The various shapes, colors, and sizes of falling autumn leaves and acorns offer hands-on opportunities for science and math fun.
Here are four ways to use the season’s bounty to practice important skills:
Estimation: Have your child help you rake some leaves into a small pile. Ask her to guess how many leaves are in the pile. Once she gives you her estimation, help her sort the leaves into piles of 10. Count by tens, and any leftover ones, to see how many were in the pile. Talk about how close her estimation was. Try this activity four or five different times, over the course of a few weeks. See how her estimation skills improve with practice.
Sorting and classifying: These are important skills for both math and science. Use leaves to practice. Ask your child to sort a small bunch of leaves by color, size, or shape. Or give him ten leaves of varying sizes. Ask him to sort them left to right, by smallest to largest, or by largest to smallest.
Practice simple addition and subtraction: Have your child collect 10 leaves or acorns. Use them to show various ways to make 10—for example, three on the left, seven on the right. Then on a piece of paper or small notebook, help her write the number sentence to match what the leaves show (3 + 7 = 10). Do this for different ways to make 10. For subtraction, help her collect 10 leaves or acorns from the ground. Put them in a row. Have her take some away. Let her count the acorns that are left. Take away different numbers of acorns each time. Help her write the number sentence to match; for example, 10 - 4 = 6.
For closer scientific study: Let him pick one favorite leaf. Bring it inside and help him place it between two pieces of 8 ½” x 11” white paper. Take the wrapper off a darker color crayon. Have him rub the top paper, using the whole side of the crayon. As he rubs the crayon, he’ll feel the bumps, lines, and edges of the leaf. An image of the leaf will appear on the paper! This image will help him clearly see the stem, veins, and shape of the leaf. Use this to start a discussion of how water and minerals come through the stem and veins to help the tree stay nourished and grow. Write the name of the type of leaf on top of the paper. Hang up his beautiful art rubbing. On another day, try it again with a different type of leaf. Use the rubbings to compare and contrast.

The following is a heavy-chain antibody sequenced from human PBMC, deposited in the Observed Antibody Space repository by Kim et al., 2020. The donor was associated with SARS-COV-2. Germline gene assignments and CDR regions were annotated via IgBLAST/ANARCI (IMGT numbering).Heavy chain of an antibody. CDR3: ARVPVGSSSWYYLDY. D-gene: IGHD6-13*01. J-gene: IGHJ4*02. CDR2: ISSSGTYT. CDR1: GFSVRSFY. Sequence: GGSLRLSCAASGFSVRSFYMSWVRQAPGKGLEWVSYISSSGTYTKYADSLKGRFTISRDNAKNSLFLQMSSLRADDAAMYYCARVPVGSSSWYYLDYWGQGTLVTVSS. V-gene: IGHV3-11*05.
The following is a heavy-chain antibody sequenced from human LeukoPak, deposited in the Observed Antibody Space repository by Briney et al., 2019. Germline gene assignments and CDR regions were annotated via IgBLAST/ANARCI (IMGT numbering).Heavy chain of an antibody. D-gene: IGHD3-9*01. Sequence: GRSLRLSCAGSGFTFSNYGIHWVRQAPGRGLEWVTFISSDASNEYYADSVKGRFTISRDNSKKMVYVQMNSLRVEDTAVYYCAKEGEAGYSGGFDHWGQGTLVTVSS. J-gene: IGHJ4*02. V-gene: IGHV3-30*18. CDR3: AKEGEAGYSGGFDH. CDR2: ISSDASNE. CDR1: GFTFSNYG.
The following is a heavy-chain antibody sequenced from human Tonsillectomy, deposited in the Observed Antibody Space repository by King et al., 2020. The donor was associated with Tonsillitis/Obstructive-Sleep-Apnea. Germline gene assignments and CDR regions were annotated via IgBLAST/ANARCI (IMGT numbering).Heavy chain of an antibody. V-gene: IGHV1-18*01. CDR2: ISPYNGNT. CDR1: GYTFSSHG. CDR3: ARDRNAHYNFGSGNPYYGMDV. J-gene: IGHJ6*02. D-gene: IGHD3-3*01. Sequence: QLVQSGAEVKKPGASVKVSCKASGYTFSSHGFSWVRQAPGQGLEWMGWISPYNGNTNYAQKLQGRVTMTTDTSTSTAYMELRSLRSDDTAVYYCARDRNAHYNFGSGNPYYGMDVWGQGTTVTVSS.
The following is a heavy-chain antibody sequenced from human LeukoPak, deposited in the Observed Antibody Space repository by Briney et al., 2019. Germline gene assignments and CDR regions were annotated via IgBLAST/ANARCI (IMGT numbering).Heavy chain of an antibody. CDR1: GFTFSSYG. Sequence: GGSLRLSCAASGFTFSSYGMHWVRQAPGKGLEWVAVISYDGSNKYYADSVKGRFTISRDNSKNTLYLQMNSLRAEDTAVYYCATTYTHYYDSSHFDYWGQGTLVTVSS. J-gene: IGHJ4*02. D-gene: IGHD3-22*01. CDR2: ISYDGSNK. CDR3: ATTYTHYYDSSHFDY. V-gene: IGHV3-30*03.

These hands-on ideas for using familiar objects will bring math and science to life and help your child visualize these skills in a new way!
Connie McCarthy is passionate about her work as a teacher of young children. She has devoted her entire career to making sure that her students do well at school, right from the start. Connie has an undergraduate degree in Elementary Education, and a Master’s Degree in Special Education. She has been teaching first grade in East Providence, R.I. for 23 years, where she received the distinction of “Highly Qualified Teacher” by the Rhode Island State Board of Regents. Connie also taught nursery school for four years, and published numerous articles on early education in East Bay Newspapers in Bristol, R.I. She’s also been published in PTO Today Magazine. She lives with her husband, Brian, and has a daughter and a son, both young adults. Connie enjoys reading, writing about elementary education, and taking long walks with friends. During summer vacations, she likes to travel with her husband. She also loves reading readers’ comments on her weekly blog posts.